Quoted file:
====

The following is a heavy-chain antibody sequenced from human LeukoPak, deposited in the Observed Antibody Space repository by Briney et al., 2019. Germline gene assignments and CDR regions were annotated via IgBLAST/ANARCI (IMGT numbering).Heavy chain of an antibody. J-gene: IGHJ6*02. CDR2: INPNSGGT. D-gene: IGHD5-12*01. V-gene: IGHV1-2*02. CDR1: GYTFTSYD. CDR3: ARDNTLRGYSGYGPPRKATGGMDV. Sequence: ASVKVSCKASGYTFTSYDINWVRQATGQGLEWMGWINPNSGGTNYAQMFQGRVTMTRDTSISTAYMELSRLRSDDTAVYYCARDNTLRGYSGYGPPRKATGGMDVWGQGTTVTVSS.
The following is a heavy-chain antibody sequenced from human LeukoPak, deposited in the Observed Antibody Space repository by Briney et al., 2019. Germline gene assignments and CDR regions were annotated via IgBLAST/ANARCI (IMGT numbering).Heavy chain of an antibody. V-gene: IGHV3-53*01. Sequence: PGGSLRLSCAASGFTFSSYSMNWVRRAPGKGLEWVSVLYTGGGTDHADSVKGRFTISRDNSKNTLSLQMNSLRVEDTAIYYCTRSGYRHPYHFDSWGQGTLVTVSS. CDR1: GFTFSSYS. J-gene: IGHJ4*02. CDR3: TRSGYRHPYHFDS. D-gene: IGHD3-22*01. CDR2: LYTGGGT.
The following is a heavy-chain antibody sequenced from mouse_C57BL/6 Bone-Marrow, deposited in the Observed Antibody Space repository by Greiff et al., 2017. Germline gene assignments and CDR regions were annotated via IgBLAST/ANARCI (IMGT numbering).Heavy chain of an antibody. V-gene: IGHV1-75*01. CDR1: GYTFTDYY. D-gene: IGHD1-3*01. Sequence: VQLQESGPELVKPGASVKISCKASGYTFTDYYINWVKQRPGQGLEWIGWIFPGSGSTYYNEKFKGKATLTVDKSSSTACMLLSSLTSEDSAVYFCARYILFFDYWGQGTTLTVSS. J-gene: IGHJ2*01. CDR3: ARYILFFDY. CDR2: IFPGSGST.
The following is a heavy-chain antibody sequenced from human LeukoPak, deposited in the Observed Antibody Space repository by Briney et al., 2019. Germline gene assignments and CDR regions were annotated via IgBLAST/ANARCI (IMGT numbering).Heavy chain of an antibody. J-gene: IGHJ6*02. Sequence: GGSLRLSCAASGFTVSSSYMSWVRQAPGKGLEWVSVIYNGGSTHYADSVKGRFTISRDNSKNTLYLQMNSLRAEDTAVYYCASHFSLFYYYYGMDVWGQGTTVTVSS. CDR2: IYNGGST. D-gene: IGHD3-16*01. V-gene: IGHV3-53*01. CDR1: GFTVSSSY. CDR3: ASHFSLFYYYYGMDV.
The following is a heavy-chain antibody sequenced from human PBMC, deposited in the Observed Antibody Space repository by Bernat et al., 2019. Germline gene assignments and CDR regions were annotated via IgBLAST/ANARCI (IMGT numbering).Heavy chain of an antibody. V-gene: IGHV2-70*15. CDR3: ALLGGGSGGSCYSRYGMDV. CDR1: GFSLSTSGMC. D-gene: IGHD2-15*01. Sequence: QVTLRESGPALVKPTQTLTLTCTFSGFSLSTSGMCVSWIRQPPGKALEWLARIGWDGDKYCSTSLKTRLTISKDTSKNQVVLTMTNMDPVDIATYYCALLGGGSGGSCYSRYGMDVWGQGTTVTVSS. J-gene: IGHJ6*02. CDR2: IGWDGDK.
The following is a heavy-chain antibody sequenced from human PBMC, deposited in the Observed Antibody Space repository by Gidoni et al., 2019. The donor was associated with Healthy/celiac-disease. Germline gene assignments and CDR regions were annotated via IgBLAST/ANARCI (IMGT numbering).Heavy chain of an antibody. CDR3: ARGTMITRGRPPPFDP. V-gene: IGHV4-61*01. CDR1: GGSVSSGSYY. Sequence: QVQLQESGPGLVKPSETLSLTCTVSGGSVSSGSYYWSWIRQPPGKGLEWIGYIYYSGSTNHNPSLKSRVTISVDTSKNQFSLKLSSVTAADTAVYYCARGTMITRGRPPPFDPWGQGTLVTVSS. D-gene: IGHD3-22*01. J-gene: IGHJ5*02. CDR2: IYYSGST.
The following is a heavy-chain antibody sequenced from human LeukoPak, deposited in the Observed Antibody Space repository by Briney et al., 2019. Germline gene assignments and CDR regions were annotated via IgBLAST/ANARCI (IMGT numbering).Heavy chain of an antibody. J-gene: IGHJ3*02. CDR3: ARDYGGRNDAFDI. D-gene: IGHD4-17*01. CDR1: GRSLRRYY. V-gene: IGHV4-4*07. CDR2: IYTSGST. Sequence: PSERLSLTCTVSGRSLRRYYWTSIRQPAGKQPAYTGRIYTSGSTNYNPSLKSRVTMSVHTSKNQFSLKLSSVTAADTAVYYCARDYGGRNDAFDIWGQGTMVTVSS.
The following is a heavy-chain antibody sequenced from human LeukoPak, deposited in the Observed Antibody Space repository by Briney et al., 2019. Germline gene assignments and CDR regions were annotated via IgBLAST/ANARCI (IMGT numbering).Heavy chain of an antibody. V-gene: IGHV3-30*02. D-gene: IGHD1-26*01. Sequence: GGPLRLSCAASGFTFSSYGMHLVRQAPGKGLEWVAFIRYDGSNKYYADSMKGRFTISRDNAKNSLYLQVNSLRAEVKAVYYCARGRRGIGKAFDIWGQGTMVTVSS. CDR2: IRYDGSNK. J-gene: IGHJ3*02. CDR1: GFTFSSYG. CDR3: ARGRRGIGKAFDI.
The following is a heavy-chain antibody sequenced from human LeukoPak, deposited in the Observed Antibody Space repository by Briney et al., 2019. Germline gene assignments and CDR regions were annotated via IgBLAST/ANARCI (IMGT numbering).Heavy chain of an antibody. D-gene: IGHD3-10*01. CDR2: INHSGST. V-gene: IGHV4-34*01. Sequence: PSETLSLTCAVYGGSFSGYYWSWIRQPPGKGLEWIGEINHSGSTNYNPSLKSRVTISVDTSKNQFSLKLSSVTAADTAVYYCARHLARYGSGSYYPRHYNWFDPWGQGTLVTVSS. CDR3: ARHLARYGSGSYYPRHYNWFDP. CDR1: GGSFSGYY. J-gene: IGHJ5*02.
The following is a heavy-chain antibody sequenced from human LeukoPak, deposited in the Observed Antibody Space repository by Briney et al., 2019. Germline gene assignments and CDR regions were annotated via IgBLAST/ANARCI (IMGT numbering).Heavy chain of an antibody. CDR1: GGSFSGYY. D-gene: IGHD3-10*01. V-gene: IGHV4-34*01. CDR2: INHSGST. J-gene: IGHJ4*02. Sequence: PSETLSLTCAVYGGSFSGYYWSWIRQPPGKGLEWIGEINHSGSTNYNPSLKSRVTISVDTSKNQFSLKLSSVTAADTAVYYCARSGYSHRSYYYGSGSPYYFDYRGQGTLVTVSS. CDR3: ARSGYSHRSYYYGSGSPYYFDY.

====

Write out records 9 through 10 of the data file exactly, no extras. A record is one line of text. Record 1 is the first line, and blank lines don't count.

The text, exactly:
The following is a heavy-chain antibody sequenced from human LeukoPak, deposited in the Observed Antibody Space repository by Briney et al., 2019. Germline gene assignments and CDR regions were annotated via IgBLAST/ANARCI (IMGT numbering).Heavy chain of an antibody. D-gene: IGHD3-10*01. CDR2: INHSGST. V-gene: IGHV4-34*01. Sequence: PSETLSLTCAVYGGSFSGYYWSWIRQPPGKGLEWIGEINHSGSTNYNPSLKSRVTISVDTSKNQFSLKLSSVTAADTAVYYCARHLARYGSGSYYPRHYNWFDPWGQGTLVTVSS. CDR3: ARHLARYGSGSYYPRHYNWFDP. CDR1: GGSFSGYY. J-gene: IGHJ5*02.
The following is a heavy-chain antibody sequenced from human LeukoPak, deposited in the Observed Antibody Space repository by Briney et al., 2019. Germline gene assignments and CDR regions were annotated via IgBLAST/ANARCI (IMGT numbering).Heavy chain of an antibody. CDR1: GGSFSGYY. D-gene: IGHD3-10*01. V-gene: IGHV4-34*01. CDR2: INHSGST. J-gene: IGHJ4*02. Sequence: PSETLSLTCAVYGGSFSGYYWSWIRQPPGKGLEWIGEINHSGSTNYNPSLKSRVTISVDTSKNQFSLKLSSVTAADTAVYYCARSGYSHRSYYYGSGSPYYFDYRGQGTLVTVSS. CDR3: ARSGYSHRSYYYGSGSPYYFDY.